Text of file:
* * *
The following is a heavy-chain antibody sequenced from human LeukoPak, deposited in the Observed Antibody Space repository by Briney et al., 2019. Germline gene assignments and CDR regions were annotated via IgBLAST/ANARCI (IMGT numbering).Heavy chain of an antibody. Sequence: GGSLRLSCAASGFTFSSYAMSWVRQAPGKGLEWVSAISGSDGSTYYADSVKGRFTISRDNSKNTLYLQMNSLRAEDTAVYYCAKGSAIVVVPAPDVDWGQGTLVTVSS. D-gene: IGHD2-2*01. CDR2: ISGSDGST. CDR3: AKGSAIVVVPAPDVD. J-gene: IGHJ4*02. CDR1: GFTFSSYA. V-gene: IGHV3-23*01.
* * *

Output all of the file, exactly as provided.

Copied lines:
The following is a heavy-chain antibody sequenced from human LeukoPak, deposited in the Observed Antibody Space repository by Briney et al., 2019. Germline gene assignments and CDR regions were annotated via IgBLAST/ANARCI (IMGT numbering).Heavy chain of an antibody. Sequence: GGSLRLSCAASGFTFSSYAMSWVRQAPGKGLEWVSAISGSDGSTYYADSVKGRFTISRDNSKNTLYLQMNSLRAEDTAVYYCAKGSAIVVVPAPDVDWGQGTLVTVSS. D-gene: IGHD2-2*01. CDR2: ISGSDGST. CDR3: AKGSAIVVVPAPDVD. J-gene: IGHJ4*02. CDR1: GFTFSSYA. V-gene: IGHV3-23*01.